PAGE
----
History of The United States National Security Council 1947–1953

History Of The United States National Security Council 1947–1953

This is a history of the United States National Security Council during the Truman Administration, 1947–1953.

Read more about History Of The United States National Security Council 1947–1953:  Precursors To The National Security Council, Creation of The National Security Council, Truman's Early Relationship With The National Security Council, The Cold War

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    In the history of the United States, there is no continuity at all. You can cut through it anywhere and nothing on this side of the cut has anything to do with anything on the other side.
    Henry Brooks Adams (1838–1918)

    The history of persecution is a history of endeavors to cheat nature, to make water run up hill, to twist a rope of sand.
    Ralph Waldo Emerson (1803–1882)

    I feel as tall as you.
    Ellis Meredith, U.S. suffragist. As quoted in History of Woman Suffrage, vol. 4, ch. 14, by Susan B. Anthony and Ida Husted Harper (1902)

    Why doesn’t the United States take over the monarchy and unite with England? England does have important assets. Naturally the longer you wait, the more they will dwindle. At least you could use it for a summer resort instead of Maine.
    —W.H. (Wystan Hugh)

    It is impossible for a stranger traveling through the United States to tell from the appearance of the people or the country whether he is in Toledo, Ohio, or Portland, Oregon. Ninety million Americans cut their hair in the same way, eat each morning exactly the same breakfast, tie up the small girls’ curls with precisely the same kind of ribbon fashioned into bows exactly alike; and in every way all try to look and act as much like all the others as they can.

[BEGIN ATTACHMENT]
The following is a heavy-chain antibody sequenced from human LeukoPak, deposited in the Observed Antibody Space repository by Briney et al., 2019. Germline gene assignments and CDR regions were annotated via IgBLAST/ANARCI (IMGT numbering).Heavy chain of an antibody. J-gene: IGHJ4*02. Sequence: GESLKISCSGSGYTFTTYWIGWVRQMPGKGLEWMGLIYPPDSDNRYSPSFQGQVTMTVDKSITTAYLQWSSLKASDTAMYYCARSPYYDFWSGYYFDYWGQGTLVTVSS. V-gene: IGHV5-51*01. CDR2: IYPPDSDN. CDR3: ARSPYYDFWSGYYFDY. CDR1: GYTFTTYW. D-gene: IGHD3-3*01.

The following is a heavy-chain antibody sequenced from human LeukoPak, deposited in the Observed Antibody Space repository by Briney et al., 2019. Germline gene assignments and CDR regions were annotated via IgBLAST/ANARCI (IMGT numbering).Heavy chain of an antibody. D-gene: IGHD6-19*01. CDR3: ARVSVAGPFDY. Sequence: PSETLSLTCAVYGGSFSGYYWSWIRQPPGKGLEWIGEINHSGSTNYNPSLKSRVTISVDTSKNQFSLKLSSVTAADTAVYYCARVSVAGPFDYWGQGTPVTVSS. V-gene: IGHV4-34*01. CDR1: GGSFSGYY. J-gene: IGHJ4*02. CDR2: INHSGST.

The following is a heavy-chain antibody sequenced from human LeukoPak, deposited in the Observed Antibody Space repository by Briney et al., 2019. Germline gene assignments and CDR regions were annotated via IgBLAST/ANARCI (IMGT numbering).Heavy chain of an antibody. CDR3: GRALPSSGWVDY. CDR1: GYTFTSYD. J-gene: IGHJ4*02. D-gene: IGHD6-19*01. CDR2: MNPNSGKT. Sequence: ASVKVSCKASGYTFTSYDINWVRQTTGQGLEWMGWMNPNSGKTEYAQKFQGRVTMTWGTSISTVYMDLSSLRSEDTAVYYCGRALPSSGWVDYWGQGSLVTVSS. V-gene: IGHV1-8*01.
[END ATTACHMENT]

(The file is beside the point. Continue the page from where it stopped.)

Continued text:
Alfred Harmsworth, Lord Northcliffe (1865–1922)

    I, with other Americans, have perhaps unduly resented the stream of criticism of American life ... more particularly have I resented the sneers at Main Street. For I have known that in the cottages that lay behind the street rested the strength of our national character.
    Herbert Hoover (1874–1964)

    The reins of government have been so long slackened, that I fear the people will not quietly submit to those restraints which are necessary for the peace and security of the community.
    Abigail Adams (1744–1818)

    Daughter to that good Earl, once President
    Of England’s Council and her Treasury,
    Who lived in both, unstain’d with gold or fee,
    And left them both, more in himself content.

    Till the sad breaking of that Parliament
    Broke him, as that dishonest victory
    At Chaeronea, fatal to liberty,
    Kill’d with report that old man eloquent;—
    John Milton (1608–1674)